Libel Act 1843

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The Libel Act 1843[1]
Long title An Act to amend the Law respecting defamatory Words and Libel.
Chapter 6 & 7 Vict c 96
Territorial extent England and Wales and Northern Ireland[2]
Dates
Royal Assent 24 August 1843
Commencement 1 November 1843[3]
Status:
Text of statute as originally enacted
Revised text of statute as amended

The Libel Act 1843, commonly known as Lord Campbell's Libel Act[1], was an Act of the Parliament of the United Kingdom. It enacted several important codifications of and modifications to the common law tort of libel.

This Act was repealed for the Republic of Ireland by section 4 of, and Part 2 of Schedule 1 to, the Defamation Act, 1961.

Preamble[edit]

The preamble was repealed by the Statute Law Revision Act 1891.

Section 3 - Publishing or threatening to publish a libel, or proposing to abstain from publishing any thing, with intent to extort money, punishable by imprisonment and hard labour[edit]

This section was repealed by the Schedule to the Larceny Act 1916.

Section 4 - Publication of libel known to be false[edit]

This section formerly provided:

If any person shall maliciously publish any defamatory libel, knowing the same to be false, every such person, being convicted thereof, shall be liable to be imprisoned in the common gaol or house of correction for any term not exceeding two years, and to pay such fine as the court shall award.[4]

This section was repealed for England and Wales and Northern Ireland by section 178 of, and Part 2 of Schedule 23 to the Coroners and Justice Act 2009.

This section was replaced for the Republic of Ireland by section 12 of the Defamation Act, 1961.

Alternative verdict

See Boaler v R (1888) 21 QBD 284, (1888) 16 Cox 488, (1888) 4 TLR 565

Section 5 - Publication of libel[edit]

This section formerly provided:

If any person shall maliciously publish any defamatory libel, every such person, being convicted thereof, shall be liable to fine or imprisonment or both, as the court may award, such imprisonment not to exceed the term of one year.[5]

This section did not create or define an offence. It provided the penalty for the existing common law offence of defamatory libel.[6]

This section was repealed for England and Wales and Northern Ireland by section 178 of, and Part 2 of Schedule 23 to the Coroners and Justice Act 2009. The repeal of this section was consequential on the abolition of the common law offence of defamatory libel by section 73(b) of that Act.

This section was replaced for the Republic of Ireland by section 11 of the Defamation Act, 1961.

Section 6 - Defence of truth and public benefit against defamatory libel[edit]

This section allowed the defendant to prove the truth of a libel as a valid defence in criminal proceedings, but only if it also be demonstrated that publication of the libel was to the "Public Benefit".[7] Proving the statement's truth had previously been allowed only in civil libel defences inasmuch as the criminal offence against the public at large was considered to be provoking a breach of peace via printing malicious statements rather than the defamation per se; the truth or falsity of the statement had therefore been considered irrelevant in criminal proceedings before the Act.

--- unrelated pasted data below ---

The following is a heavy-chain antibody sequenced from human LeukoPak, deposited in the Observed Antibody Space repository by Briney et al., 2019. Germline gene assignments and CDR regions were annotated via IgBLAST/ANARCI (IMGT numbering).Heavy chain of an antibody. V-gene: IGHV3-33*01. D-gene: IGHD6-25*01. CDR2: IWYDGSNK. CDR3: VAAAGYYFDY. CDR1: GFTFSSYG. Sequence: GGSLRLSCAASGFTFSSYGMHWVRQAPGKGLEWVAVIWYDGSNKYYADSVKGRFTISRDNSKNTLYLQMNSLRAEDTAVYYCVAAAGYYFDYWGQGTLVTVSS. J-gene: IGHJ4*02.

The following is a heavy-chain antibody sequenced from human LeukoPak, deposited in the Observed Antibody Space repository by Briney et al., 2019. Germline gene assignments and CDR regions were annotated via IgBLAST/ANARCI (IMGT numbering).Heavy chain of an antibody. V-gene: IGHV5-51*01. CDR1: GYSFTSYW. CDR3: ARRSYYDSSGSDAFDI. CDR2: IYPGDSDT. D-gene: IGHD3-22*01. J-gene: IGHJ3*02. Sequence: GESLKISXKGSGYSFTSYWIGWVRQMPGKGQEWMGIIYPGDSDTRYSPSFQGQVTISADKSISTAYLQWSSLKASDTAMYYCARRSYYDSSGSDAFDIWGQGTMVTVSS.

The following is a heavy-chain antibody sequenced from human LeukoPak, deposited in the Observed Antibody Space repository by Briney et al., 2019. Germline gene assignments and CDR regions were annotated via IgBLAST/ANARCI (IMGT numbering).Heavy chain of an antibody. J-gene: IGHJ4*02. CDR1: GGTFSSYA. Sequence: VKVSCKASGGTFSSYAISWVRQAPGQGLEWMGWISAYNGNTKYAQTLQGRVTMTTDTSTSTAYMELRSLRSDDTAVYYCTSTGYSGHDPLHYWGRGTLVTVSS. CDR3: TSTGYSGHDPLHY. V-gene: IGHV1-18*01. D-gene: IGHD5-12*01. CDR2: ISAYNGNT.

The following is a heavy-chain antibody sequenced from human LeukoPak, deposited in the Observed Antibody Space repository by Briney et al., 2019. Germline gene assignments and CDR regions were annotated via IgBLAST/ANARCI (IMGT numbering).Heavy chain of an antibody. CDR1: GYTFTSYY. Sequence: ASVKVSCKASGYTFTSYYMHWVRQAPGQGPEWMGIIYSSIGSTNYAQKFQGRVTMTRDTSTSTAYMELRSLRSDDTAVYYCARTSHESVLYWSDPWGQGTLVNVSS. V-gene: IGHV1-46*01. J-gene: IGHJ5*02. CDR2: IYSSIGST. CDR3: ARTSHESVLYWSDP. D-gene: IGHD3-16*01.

This section was repealed for England and Wales and Northern Ireland by section 178 of, and Part 2 of Schedule 23 to the Coroners and Justice Act 2009.

This section was replaced for the Republic of Ireland by section 6 of the Defamation Act, 1961.

This section did not apply to seditious libel.[8]

Section 7 - Evidence to rebut prima facie case of publication by an agent[edit]

In England and Wales and Northern Ireland, this section now reads:

Whensoever [in Northern Ireland], upon the trial of any indictment or information for the publication of a [blasphemous] libel, under the plea of not guilty, evidence shall have been given which shall establish a presumptive case of publication against the defendant by the act of any other person by his authority, it shall be competent to such defendant to prove that such publication was made without his authority, consent, or knowledge, and that the said publication did not arise from want of due care or caution on his part.

The words in square brackets were inserted by section 177 of, and paragraph 66 of Schedule 21 to, the Coroners and Justice Act 2009.

This section was replaced for the Republic of Ireland by section 7 of the Defamation Act, 1961.

This section, in its original form, applied to a prosecution for blasphemous libel.[9]

Section 8 - Reimbursement of defence expenses upon acquittal[edit]

This section permitted a defendant who had been charged by a private prosecutor to recover the costs of his legal defence if found not guilty.[10]

This section was repealed by the Schedule to the Costs in Criminal Cases Act 1908.

Oscar Wilde was bankrupted under this provision when he abandoned his libel prosecution against Lord Queensberry and was ordered to reimburse him for the considerable expenses Queensberry had incurred for legal representation and private detectives.

See also[edit]

References[edit]

  1. ^ The citation of this Act by this short title was authorised by the Short Titles Act 1896.
  2. ^ See section 10 of the Act and Defamation Act, 1961
  3. ^ The Libel Act 1843, section 10
  4. ^ http://www.legislation.gov.uk/ukpga/Vict/6-7/96/section/4
  5. ^ http://www.legislation.gov.uk/ukpga/Vict/6-7/96/section/5
  6. ^ R v Munslow [1895] 1 QB 758, 18 Cox 112, 72 LT 301, CCR
  7. ^ Folkard, Henry Coleman (1908). The Law of Slander and Libel. London: Butterworth & Co. p. 480. 
  8. ^ R v Duffy (1846) 2 Cox 45, (1846) 7 LT (OS) 546, (1846) 6 St Tr (NS) 303
  9. ^ R v Bradlaugh (1883) 15 Cox 217
  10. ^ Folkard, Henry Coleman (1908). The law of slander and libel. London: Butterworth & Co. p. 461. 

External links[edit]